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 Interview with Saudi Exhibition and Convention Bureau

Created 21/01/1437 11:43 م

SECB Articles

 
 

Over the past 20 months, Eng. Tariq A. Al Essa and the team at the Saudi Exhibition and Convention Bureau has been formulating a battle plan to conquer Saudi Arabia’s expansive and non-uniformed MICE sector, in an effort to position the country at the forefront of the Middle East for the industry. And, according to Al Essa, headway is already being made in the country, though he notes there is still a long way to go before they can showcase the country’s offerings to the world.

“We are a new organisation. Before, business events in Saudi Arabia were regulated by the Ministry of Commerce, where the direction was that they didn’t have any priority, they just take these events and give approval for it. They didn’t have the thought and the thinking of developing it and promoting Saudi Arabia as a destination for meetings. Afterwards, the government recognised the importance of that industry and it approved a strategy to develop that industry and it established the Saudi Exhibition and Convention Bureau,” he notes.

He explains that the Bureau was set up almost 20 months ago, with a mandate to “develop and organise the MICE sector”.

“One thing I would like to note here is the Saudi Bureau is operated differently to other bureaus around the world. Our mandate is not only promotion, it is also development of the sector and industry,” he adds.

Last year alone, around 120 new companies entered the Saudi market according to Al Essa. He adds that last year 68 exhibitions were held, and he expects this to reach 80 by the end of this year, a 20% increase.

However, despite the positive outlook, he notes that there is still a long way for the country to go.

“We are still working on a base. When we started, we didn’t have a base. We didn’t know how many meetings were going on, we didn’t know how many events were going on, we have started developing our systems and having base numbers,” he explains.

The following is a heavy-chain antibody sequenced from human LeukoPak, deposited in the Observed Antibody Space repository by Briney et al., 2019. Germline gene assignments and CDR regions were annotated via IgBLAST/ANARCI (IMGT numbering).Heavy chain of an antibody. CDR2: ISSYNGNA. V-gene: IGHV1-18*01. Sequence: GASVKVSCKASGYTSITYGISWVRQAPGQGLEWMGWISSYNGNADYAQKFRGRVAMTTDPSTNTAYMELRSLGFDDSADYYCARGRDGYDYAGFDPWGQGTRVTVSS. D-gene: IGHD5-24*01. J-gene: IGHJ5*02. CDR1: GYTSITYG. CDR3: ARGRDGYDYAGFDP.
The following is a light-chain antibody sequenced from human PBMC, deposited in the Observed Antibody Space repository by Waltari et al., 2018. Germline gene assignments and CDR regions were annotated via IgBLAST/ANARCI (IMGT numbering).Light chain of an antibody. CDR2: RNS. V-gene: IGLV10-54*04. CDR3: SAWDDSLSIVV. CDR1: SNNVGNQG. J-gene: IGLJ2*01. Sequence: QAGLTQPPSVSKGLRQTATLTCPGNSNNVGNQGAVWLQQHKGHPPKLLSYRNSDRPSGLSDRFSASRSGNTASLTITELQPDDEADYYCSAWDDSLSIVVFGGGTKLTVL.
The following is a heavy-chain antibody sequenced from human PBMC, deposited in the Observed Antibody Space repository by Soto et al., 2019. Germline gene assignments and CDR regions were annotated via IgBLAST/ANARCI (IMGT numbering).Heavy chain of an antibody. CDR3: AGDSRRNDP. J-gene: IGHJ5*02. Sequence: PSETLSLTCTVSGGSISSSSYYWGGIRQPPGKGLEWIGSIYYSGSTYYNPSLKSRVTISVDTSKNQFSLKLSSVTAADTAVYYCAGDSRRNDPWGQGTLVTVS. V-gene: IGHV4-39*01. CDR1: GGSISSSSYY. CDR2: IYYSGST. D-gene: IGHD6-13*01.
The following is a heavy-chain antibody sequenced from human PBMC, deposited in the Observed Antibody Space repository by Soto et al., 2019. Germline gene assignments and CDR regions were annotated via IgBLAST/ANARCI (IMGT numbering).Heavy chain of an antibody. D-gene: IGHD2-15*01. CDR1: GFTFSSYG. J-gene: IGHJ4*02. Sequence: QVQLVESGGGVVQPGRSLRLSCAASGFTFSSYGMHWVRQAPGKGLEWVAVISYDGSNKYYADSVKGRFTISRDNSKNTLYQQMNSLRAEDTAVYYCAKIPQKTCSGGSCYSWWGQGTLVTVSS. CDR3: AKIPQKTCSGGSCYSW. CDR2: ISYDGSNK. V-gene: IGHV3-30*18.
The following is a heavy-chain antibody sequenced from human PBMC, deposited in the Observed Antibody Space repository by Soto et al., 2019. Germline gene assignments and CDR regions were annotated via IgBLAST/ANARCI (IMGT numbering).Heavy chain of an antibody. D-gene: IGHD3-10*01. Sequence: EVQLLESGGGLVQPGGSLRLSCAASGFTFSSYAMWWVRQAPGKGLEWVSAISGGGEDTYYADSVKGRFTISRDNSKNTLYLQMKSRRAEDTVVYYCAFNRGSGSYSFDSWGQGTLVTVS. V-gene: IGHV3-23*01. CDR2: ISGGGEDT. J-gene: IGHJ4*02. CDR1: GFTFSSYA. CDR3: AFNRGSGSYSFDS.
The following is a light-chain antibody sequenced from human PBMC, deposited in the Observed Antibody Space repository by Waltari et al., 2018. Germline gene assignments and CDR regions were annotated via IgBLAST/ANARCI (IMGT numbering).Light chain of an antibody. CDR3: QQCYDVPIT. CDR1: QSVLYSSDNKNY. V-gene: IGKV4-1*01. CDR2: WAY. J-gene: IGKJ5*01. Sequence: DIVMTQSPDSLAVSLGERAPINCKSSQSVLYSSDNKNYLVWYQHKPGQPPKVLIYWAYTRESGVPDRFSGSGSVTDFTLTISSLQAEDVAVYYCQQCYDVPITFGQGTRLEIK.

Outlining the task at hand, Al Essa notes that there are six main objectives that they are working through to achieve the goals, the first being with the development of a regulatory framework. This includes work with visas, customs, licensing processes, laws and regulations, and having an act that governs MICE in the country.

“This objective is important in order to make business and events easy to be held in Saudi Arabia, with clear rules for investors. That also includes working with the Saudi Arabian General Investment Authority to develop new incentives to encourage foreign investors to enter the Saudi market to operate and organise events in Saudi Arabia,” he says.

For Al Essa, this objective formulates the most important aspect of the Bureau and he claims that 45% of this has already been achieved, with the remaining set to be completed within the next three years.

Talking more specifically about the progress with visa facilitation, he says: “We have started with the Ministry of Affairs and we have a team to develop that area, which is why we do not want to heavily promote Saudi Arabia for two years until we fix the visa issue. This is one of the critical issues. We believe the success of exhibitions and conferences in Saudi Arabia is linked to the accessibility. If it is not accessible to people, how can you make it successful?”